I’m sitting here, on my back deck, in the late Friday afternoon, beside Susan, trying to take stock of my life over a glass of wine, and read a bit while the light’s still good. I’m 30 days past my surgery and recovering reasonably well, but still three weeks away from my next set of tests, and almost four until I sit down with the urologist and learn if I still have cancer. And what happens next. All the rest of my life is on hold until that meeting.
My father lived to 92, and died of esophageal cancer, caught too late. He might have lived longer, otherwise, although he also had prostate cancer that might have caught up with him instead. It was a horrible death, one that I also saw take my dear friend, Bill, many years later (fall, 2019). My mother died at 95, living long despite her stroke in 1960. Her father died at 94. I always thought I’d live into my 90s. My genes promised it. But of late, I am not sure I’ll even see 75. My father’s mother also lived into her old age, but his father died younger than her of prostate cancer. Maybe I have his genes.
Sure there may be treatment: radiation and chemotherapy, neither of which is appealling. They have nasty side effects. To what end do I go for treatment if it involves a steady decrease in the quality of life and only saves me a short snippet of time? It’s a bit like the Roadrunner and Coyote cartoons. Cancer is the Roadrunner that the Coyote never catches, and gets himself blown up in the process of trying. Sometimes I think of it like the Red Queen’s Race in Alice in Wonderland: you run as fast as you can simply to stay in the same place. I can’t even make up my mind about how I see it until that next meeting.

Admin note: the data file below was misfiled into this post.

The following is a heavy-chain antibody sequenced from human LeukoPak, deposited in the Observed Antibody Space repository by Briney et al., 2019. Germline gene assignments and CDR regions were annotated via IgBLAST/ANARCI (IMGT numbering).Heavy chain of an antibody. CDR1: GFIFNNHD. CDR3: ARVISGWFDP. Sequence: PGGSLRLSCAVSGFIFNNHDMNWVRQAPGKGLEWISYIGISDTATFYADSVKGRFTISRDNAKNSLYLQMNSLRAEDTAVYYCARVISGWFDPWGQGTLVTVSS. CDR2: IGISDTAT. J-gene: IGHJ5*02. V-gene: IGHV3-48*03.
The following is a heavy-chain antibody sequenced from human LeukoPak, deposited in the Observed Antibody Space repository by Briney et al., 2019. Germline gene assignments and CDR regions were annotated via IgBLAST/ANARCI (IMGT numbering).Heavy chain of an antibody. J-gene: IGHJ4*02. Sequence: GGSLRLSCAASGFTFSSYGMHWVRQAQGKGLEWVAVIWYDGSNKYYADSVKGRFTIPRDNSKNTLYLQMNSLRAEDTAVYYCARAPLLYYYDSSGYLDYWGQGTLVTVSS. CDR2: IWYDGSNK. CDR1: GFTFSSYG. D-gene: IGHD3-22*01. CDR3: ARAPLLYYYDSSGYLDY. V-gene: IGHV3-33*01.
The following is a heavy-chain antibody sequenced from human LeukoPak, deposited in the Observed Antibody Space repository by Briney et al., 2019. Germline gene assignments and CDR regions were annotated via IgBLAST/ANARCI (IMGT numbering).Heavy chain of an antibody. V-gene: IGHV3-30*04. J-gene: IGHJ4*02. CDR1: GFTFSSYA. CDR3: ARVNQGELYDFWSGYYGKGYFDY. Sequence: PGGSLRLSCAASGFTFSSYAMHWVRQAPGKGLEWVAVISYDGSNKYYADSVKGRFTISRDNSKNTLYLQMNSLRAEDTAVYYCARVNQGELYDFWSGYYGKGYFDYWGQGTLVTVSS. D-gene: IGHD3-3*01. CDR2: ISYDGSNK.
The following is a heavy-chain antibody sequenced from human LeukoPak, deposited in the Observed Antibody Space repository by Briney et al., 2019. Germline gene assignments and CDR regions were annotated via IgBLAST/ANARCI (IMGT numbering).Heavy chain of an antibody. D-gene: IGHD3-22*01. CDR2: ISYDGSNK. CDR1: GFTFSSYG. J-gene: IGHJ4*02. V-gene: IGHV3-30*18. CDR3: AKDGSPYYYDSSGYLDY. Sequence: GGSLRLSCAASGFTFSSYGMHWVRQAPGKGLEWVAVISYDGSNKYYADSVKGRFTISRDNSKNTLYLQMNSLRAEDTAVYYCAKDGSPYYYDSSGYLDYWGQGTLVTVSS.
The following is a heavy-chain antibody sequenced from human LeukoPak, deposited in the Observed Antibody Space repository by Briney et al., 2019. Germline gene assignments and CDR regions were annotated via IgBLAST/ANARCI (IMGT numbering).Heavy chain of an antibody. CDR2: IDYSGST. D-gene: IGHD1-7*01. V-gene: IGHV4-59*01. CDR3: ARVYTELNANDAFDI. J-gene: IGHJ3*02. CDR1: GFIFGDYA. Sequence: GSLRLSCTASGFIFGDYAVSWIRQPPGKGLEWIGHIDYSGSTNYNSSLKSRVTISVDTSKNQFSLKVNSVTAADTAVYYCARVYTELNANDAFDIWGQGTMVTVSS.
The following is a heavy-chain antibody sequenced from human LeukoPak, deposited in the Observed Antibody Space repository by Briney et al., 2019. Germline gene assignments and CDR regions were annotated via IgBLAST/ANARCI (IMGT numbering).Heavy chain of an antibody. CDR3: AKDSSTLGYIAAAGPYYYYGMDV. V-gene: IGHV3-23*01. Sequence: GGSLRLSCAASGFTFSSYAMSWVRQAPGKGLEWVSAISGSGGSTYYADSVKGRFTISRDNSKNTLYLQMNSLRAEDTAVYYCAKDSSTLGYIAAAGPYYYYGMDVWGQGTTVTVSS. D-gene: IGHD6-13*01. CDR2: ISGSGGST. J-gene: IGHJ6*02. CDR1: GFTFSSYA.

I sit here with a pile of books beside me, trying to read as much as I can to get through all the to-be-read stacks that litter my house. Every day I sit outside with a small stack, sometimes the same books, often changing one or two. Never less than six, never more than ten, each with a bookmark to guide me back the next time I pick it up. There’s a pile or two beside the bed for my nighttime reading, too. Sometimes I augment them with books from my daytime reading.
I don’t know why it matters, but I just don’t want my life to end with so many unread books. Will I ever finish reading Proust? Or Casanova’s diaries? Will I even get to read the latest Murakami, so recently received? I keep wanting to re-read Chandler’s Campaigns of Napoleon, a tough enough task should I live to 90. Now it seems so much further from my grasp. I’m pretty sure I’ll never learn to read Latin, either, despite the shelf of textbooks to teach me.
Last year I read Will Schwalbe’s book, The End of Your Life Book Club. In it, he and his dying mother form a “club” to share and compare how they felt reading the same books together. She had cancer and they spent many hours in waiting rooms, in hospitals, in her palliative bedroom discussing their books. His book is a combination of her story, his, and their views on literature, and about shared memories. It’s very touching. I didn’t really appreciate it as much when I read it as I do now.